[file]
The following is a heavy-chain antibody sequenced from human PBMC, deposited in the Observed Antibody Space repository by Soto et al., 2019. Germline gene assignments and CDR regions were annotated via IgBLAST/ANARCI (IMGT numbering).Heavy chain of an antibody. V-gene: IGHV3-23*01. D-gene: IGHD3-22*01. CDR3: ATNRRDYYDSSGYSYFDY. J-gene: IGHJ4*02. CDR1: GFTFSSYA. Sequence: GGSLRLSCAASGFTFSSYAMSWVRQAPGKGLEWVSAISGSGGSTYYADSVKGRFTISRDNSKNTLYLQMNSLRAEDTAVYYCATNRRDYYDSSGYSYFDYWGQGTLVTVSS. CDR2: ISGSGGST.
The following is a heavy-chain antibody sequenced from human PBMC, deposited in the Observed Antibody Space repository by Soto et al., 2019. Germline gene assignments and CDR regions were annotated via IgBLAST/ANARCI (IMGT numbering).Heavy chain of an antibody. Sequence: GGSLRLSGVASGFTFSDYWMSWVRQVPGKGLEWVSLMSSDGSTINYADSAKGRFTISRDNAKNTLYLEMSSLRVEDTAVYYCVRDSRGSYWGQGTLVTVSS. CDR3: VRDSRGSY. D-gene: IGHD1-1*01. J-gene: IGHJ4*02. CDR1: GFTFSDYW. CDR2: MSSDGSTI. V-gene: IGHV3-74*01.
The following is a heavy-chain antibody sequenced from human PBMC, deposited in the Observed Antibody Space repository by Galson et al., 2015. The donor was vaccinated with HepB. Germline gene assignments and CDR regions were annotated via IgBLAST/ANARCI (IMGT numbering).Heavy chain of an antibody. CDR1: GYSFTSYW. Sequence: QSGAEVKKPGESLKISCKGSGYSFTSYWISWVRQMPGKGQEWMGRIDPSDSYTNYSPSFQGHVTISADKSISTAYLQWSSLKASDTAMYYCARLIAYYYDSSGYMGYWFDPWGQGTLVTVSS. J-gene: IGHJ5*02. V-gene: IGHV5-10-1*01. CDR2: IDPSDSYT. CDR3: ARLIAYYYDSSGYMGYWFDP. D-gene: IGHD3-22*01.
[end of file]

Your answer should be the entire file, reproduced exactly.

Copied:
The following is a heavy-chain antibody sequenced from human PBMC, deposited in the Observed Antibody Space repository by Soto et al., 2019. Germline gene assignments and CDR regions were annotated via IgBLAST/ANARCI (IMGT numbering).Heavy chain of an antibody. V-gene: IGHV3-23*01. D-gene: IGHD3-22*01. CDR3: ATNRRDYYDSSGYSYFDY. J-gene: IGHJ4*02. CDR1: GFTFSSYA. Sequence: GGSLRLSCAASGFTFSSYAMSWVRQAPGKGLEWVSAISGSGGSTYYADSVKGRFTISRDNSKNTLYLQMNSLRAEDTAVYYCATNRRDYYDSSGYSYFDYWGQGTLVTVSS. CDR2: ISGSGGST.
The following is a heavy-chain antibody sequenced from human PBMC, deposited in the Observed Antibody Space repository by Soto et al., 2019. Germline gene assignments and CDR regions were annotated via IgBLAST/ANARCI (IMGT numbering).Heavy chain of an antibody. Sequence: GGSLRLSGVASGFTFSDYWMSWVRQVPGKGLEWVSLMSSDGSTINYADSAKGRFTISRDNAKNTLYLEMSSLRVEDTAVYYCVRDSRGSYWGQGTLVTVSS. CDR3: VRDSRGSY. D-gene: IGHD1-1*01. J-gene: IGHJ4*02. CDR1: GFTFSDYW. CDR2: MSSDGSTI. V-gene: IGHV3-74*01.
The following is a heavy-chain antibody sequenced from human PBMC, deposited in the Observed Antibody Space repository by Galson et al., 2015. The donor was vaccinated with HepB. Germline gene assignments and CDR regions were annotated via IgBLAST/ANARCI (IMGT numbering).Heavy chain of an antibody. CDR1: GYSFTSYW. Sequence: QSGAEVKKPGESLKISCKGSGYSFTSYWISWVRQMPGKGQEWMGRIDPSDSYTNYSPSFQGHVTISADKSISTAYLQWSSLKASDTAMYYCARLIAYYYDSSGYMGYWFDPWGQGTLVTVSS. J-gene: IGHJ5*02. V-gene: IGHV5-10-1*01. CDR2: IDPSDSYT. CDR3: ARLIAYYYDSSGYMGYWFDP. D-gene: IGHD3-22*01.